Cape crusaderPosted by: Paul Chai | 22 October 2012 | 0 comments
Walking around the Cape Byron State Conservation Area offers whale-watching, people-watching and different types of terrain from beach and palms to rainforest and rocky coast, not bad for less than four kilometres.
My walk starts off with a visit to some of the amazing National Parks accommodation on offer at Byron, one of the very few places you can actually stay right on the beach up here. There are four places to stay but the pick of the bunch has to be Partridge Cottage which allows you to chill out right on the beach as well as indulge in a little time travel. This fifties shack has been renovated and decorated with the obsessive attention of a film set, from the fantastically retro kitchen to the aged surfboard hanging overhead on the back porch. In the backyard sits the quaint Geoff’s Shed which can sleep an additional couple of (close) friends – and which was once exactly what the name suggests (and is decorated with his old tools) — though the view is so beautiful I’m surprised he didn’t saw his hand off.
From Partridge Cottage, or any of the other abodes, you take the Cape Byron track that snakes around the Cape Byron State Conservation Area. It’s a solid 3.7 kilometre ramble which will take a couple of hours with stops and diversions such as the loop of Bangalow palms just off Watego beach, the cute (and occasionally fully submerged) Little Watego beach, catching a glance at the official easternmost point of the Australian mainland (yes, there’s a sign) and swift change of scenery to coastal rainforest on the return trip.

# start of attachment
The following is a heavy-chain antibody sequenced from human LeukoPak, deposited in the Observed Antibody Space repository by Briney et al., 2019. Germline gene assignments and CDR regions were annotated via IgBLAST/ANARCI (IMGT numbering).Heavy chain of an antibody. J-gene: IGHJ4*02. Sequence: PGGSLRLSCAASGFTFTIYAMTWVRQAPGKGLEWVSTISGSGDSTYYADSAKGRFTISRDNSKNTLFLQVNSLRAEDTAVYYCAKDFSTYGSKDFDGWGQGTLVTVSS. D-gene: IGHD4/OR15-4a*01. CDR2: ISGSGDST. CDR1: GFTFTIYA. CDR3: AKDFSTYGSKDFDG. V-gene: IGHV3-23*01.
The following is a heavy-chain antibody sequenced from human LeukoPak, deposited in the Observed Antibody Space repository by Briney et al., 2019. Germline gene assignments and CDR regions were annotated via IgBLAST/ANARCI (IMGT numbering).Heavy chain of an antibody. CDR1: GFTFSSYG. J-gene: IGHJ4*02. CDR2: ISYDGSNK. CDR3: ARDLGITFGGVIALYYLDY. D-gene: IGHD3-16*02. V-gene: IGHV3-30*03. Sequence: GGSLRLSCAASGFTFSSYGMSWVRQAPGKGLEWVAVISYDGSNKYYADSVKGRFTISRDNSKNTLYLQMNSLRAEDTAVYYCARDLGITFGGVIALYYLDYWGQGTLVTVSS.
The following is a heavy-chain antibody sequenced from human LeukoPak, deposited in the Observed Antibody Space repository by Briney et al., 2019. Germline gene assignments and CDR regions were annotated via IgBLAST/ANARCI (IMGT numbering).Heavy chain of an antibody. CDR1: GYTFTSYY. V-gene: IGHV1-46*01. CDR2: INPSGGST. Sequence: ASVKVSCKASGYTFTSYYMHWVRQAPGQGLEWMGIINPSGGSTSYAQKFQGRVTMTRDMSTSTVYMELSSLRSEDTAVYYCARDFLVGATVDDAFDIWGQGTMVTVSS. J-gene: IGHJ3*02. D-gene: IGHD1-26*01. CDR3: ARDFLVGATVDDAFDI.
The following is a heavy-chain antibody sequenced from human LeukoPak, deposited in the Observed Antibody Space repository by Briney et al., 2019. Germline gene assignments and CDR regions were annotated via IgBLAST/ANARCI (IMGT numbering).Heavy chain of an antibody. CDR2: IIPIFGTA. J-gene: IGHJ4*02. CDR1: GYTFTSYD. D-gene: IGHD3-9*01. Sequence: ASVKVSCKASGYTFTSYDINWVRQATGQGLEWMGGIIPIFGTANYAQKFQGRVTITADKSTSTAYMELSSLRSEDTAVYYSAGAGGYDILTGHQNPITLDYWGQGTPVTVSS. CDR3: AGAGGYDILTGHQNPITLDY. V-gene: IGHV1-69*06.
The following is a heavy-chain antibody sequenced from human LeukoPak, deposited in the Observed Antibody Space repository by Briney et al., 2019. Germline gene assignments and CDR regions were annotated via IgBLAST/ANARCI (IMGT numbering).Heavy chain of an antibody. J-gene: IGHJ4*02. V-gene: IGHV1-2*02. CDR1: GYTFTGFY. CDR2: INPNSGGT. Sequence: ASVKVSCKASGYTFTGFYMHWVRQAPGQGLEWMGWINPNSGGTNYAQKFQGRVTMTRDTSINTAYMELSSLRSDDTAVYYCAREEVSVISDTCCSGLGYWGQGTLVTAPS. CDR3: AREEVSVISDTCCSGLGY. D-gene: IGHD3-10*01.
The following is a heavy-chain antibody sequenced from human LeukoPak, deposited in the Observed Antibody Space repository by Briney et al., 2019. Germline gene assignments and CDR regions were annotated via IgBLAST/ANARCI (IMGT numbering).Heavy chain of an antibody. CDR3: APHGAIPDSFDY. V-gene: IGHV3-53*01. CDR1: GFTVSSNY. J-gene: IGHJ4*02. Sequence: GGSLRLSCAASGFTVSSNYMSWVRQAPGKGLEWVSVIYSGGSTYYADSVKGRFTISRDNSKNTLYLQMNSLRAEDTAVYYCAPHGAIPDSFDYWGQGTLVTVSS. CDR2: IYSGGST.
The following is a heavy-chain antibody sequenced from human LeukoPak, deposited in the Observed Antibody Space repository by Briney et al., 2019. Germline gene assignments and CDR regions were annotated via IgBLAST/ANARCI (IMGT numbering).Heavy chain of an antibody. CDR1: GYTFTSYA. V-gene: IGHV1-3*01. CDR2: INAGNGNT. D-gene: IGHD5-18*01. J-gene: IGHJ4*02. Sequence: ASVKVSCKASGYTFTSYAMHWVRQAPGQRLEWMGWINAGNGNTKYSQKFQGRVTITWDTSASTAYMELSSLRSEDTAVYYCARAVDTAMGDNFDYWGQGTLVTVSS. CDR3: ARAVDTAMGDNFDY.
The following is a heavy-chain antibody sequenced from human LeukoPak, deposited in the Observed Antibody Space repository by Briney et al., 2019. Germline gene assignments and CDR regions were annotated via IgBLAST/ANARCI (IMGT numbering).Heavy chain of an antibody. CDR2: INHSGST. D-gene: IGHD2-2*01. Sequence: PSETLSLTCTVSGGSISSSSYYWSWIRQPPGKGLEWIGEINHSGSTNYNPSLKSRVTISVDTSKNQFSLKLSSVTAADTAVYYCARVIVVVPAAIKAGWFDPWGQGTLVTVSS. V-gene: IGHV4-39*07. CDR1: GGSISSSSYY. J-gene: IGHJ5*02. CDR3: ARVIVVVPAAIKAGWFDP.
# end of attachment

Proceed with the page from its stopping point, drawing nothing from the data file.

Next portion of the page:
Just before making my way up to the lighthouse for the second time in as many days, I pause and look out to sea just in time to catch a humpback enthusiastically fin slapping off in the distance. Given the almost comical volume of whale sightings I’ve had over the past couple of days it feels like he is just signaling to let me know the oceans is still teeming with humpbacks (or perhaps waving me off), while a small pod of dolphins surfs waves a bit closer to the shore. There are creatures of a different kind circling the lighthouse today, the dark wings of hanglider dipping often surprisingly close to the people wandering the track, by which time I have earned a beer in the Beach Hotel by my reckoning where I half expect to see a whale flapping about just beyond the waves.